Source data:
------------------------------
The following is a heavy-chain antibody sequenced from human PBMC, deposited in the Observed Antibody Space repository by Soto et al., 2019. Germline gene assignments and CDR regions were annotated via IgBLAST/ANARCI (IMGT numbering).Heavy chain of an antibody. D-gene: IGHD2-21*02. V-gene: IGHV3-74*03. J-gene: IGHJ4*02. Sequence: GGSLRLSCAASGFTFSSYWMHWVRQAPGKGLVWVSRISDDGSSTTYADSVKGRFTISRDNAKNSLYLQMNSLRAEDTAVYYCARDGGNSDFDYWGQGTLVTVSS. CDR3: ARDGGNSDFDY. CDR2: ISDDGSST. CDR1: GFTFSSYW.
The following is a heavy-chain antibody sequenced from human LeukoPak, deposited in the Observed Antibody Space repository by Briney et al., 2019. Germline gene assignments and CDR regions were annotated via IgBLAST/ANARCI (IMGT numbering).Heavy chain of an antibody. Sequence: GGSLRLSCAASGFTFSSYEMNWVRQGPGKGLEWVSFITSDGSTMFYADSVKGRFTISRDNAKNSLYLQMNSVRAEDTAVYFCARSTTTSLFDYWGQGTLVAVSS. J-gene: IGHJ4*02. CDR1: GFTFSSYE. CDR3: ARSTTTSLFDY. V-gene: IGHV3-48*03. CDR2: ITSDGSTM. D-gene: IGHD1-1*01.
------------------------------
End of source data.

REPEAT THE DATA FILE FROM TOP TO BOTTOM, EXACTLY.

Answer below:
The following is a heavy-chain antibody sequenced from human PBMC, deposited in the Observed Antibody Space repository by Soto et al., 2019. Germline gene assignments and CDR regions were annotated via IgBLAST/ANARCI (IMGT numbering).Heavy chain of an antibody. D-gene: IGHD2-21*02. V-gene: IGHV3-74*03. J-gene: IGHJ4*02. Sequence: GGSLRLSCAASGFTFSSYWMHWVRQAPGKGLVWVSRISDDGSSTTYADSVKGRFTISRDNAKNSLYLQMNSLRAEDTAVYYCARDGGNSDFDYWGQGTLVTVSS. CDR3: ARDGGNSDFDY. CDR2: ISDDGSST. CDR1: GFTFSSYW.
The following is a heavy-chain antibody sequenced from human LeukoPak, deposited in the Observed Antibody Space repository by Briney et al., 2019. Germline gene assignments and CDR regions were annotated via IgBLAST/ANARCI (IMGT numbering).Heavy chain of an antibody. Sequence: GGSLRLSCAASGFTFSSYEMNWVRQGPGKGLEWVSFITSDGSTMFYADSVKGRFTISRDNAKNSLYLQMNSVRAEDTAVYFCARSTTTSLFDYWGQGTLVAVSS. J-gene: IGHJ4*02. CDR1: GFTFSSYE. CDR3: ARSTTTSLFDY. V-gene: IGHV3-48*03. CDR2: ITSDGSTM. D-gene: IGHD1-1*01.